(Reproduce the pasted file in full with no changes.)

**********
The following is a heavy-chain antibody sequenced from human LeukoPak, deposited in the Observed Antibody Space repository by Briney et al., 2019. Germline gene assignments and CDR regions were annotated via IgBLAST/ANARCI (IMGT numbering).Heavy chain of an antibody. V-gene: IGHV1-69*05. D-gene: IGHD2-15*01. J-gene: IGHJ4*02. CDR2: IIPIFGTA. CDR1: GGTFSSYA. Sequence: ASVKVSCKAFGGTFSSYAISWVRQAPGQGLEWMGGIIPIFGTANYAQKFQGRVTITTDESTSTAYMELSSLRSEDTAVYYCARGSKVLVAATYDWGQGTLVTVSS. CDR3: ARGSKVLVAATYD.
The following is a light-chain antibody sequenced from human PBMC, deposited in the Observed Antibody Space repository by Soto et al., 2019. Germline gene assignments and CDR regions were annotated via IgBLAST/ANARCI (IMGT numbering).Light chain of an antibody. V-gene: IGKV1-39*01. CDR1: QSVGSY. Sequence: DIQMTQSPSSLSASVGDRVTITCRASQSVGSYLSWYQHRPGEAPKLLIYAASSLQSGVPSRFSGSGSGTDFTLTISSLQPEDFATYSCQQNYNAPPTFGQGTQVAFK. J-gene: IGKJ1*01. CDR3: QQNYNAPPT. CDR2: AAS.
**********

The following is a heavy-chain antibody sequenced from human LeukoPak, deposited in the Observed Antibody Space repository by Briney et al., 2019. Germline gene assignments and CDR regions were annotated via IgBLAST/ANARCI (IMGT numbering).Heavy chain of an antibody. V-gene: IGHV1-69*05. D-gene: IGHD2-15*01. J-gene: IGHJ4*02. CDR2: IIPIFGTA. CDR1: GGTFSSYA. Sequence: ASVKVSCKAFGGTFSSYAISWVRQAPGQGLEWMGGIIPIFGTANYAQKFQGRVTITTDESTSTAYMELSSLRSEDTAVYYCARGSKVLVAATYDWGQGTLVTVSS. CDR3: ARGSKVLVAATYD.
The following is a light-chain antibody sequenced from human PBMC, deposited in the Observed Antibody Space repository by Soto et al., 2019. Germline gene assignments and CDR regions were annotated via IgBLAST/ANARCI (IMGT numbering).Light chain of an antibody. V-gene: IGKV1-39*01. CDR1: QSVGSY. Sequence: DIQMTQSPSSLSASVGDRVTITCRASQSVGSYLSWYQHRPGEAPKLLIYAASSLQSGVPSRFSGSGSGTDFTLTISSLQPEDFATYSCQQNYNAPPTFGQGTQVAFK. J-gene: IGKJ1*01. CDR3: QQNYNAPPT. CDR2: AAS.